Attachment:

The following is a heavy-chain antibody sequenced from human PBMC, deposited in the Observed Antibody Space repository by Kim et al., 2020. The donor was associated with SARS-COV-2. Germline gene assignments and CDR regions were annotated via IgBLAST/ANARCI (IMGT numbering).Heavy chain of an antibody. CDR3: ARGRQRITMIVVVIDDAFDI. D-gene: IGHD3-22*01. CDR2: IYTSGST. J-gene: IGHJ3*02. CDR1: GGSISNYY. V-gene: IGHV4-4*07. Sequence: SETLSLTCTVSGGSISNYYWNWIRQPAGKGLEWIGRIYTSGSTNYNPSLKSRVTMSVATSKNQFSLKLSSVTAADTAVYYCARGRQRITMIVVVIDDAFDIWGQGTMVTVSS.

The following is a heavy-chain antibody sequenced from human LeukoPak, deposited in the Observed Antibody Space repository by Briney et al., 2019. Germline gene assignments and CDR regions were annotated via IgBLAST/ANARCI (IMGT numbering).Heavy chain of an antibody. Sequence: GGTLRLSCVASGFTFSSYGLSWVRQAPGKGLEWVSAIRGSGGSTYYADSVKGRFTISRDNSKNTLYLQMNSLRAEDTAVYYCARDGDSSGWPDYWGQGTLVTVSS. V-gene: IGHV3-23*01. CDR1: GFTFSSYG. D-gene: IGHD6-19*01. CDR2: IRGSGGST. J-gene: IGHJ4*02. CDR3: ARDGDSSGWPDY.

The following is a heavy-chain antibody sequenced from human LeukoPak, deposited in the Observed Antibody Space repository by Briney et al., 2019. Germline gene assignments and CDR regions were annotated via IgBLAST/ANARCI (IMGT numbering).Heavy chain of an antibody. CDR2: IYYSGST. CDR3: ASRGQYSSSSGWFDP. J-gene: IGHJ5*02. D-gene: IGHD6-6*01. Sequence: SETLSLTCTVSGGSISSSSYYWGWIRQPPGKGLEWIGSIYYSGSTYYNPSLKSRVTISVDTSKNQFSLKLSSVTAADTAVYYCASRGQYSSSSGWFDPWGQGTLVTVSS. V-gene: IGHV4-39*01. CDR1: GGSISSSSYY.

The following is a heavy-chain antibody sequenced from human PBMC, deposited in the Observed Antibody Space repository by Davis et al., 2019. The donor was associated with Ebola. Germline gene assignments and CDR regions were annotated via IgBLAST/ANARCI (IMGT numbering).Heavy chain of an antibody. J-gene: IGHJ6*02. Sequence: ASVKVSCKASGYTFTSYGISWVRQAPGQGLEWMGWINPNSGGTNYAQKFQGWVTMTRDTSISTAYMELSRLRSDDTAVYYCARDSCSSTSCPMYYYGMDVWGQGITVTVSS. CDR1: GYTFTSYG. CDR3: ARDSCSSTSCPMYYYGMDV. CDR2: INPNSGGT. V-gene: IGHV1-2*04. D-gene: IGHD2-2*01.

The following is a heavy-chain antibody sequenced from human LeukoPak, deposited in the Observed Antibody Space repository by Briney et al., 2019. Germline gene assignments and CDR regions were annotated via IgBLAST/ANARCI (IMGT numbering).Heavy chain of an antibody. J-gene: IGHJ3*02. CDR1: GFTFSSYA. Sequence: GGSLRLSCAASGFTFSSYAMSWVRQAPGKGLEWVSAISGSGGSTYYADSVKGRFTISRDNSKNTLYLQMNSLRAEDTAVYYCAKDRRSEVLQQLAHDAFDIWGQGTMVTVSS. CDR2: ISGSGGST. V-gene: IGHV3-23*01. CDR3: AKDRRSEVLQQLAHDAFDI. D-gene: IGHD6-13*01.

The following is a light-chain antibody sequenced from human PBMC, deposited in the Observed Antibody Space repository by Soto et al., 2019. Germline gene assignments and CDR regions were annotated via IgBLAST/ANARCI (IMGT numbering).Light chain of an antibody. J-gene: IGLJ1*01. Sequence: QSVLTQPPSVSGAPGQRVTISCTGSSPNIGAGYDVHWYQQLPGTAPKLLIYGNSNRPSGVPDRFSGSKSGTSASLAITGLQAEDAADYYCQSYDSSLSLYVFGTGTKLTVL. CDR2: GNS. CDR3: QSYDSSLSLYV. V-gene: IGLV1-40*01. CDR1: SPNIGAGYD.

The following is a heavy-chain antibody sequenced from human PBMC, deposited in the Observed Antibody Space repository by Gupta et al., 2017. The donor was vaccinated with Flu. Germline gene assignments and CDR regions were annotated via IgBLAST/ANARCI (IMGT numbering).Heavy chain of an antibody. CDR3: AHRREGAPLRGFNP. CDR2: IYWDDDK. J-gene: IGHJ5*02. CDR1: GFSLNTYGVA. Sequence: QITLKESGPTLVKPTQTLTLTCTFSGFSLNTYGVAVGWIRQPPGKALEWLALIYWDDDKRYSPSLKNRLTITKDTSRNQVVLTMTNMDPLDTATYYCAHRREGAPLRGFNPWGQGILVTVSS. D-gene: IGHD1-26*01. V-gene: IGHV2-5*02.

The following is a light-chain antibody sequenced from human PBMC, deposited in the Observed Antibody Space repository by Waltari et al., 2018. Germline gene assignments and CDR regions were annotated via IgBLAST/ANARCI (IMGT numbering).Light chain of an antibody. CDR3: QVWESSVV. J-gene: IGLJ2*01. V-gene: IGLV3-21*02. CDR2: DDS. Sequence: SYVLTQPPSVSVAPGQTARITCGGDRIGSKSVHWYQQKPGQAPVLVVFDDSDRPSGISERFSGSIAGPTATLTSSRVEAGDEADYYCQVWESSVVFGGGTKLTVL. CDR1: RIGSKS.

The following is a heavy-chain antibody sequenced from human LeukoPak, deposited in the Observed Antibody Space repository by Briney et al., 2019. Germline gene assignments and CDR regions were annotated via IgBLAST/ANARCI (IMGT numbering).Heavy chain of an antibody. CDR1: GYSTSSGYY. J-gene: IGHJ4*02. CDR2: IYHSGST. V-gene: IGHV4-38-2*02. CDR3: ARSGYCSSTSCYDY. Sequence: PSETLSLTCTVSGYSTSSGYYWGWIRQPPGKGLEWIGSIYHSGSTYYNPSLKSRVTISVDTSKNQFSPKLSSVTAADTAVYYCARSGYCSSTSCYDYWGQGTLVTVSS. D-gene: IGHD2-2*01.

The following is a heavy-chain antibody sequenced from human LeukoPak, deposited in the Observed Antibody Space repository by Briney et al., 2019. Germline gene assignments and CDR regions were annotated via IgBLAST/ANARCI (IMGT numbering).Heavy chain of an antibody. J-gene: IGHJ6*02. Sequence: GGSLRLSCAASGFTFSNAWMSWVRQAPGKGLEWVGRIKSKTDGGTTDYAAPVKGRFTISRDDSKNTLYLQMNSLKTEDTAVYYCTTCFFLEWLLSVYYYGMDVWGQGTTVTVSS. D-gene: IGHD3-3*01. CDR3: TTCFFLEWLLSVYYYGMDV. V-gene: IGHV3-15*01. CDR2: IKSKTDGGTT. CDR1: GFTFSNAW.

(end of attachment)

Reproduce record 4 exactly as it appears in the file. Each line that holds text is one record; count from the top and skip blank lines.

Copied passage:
The following is a heavy-chain antibody sequenced from human PBMC, deposited in the Observed Antibody Space repository by Davis et al., 2019. The donor was associated with Ebola. Germline gene assignments and CDR regions were annotated via IgBLAST/ANARCI (IMGT numbering).Heavy chain of an antibody. J-gene: IGHJ6*02. Sequence: ASVKVSCKASGYTFTSYGISWVRQAPGQGLEWMGWINPNSGGTNYAQKFQGWVTMTRDTSISTAYMELSRLRSDDTAVYYCARDSCSSTSCPMYYYGMDVWGQGITVTVSS. CDR1: GYTFTSYG. CDR3: ARDSCSSTSCPMYYYGMDV. CDR2: INPNSGGT. V-gene: IGHV1-2*04. D-gene: IGHD2-2*01.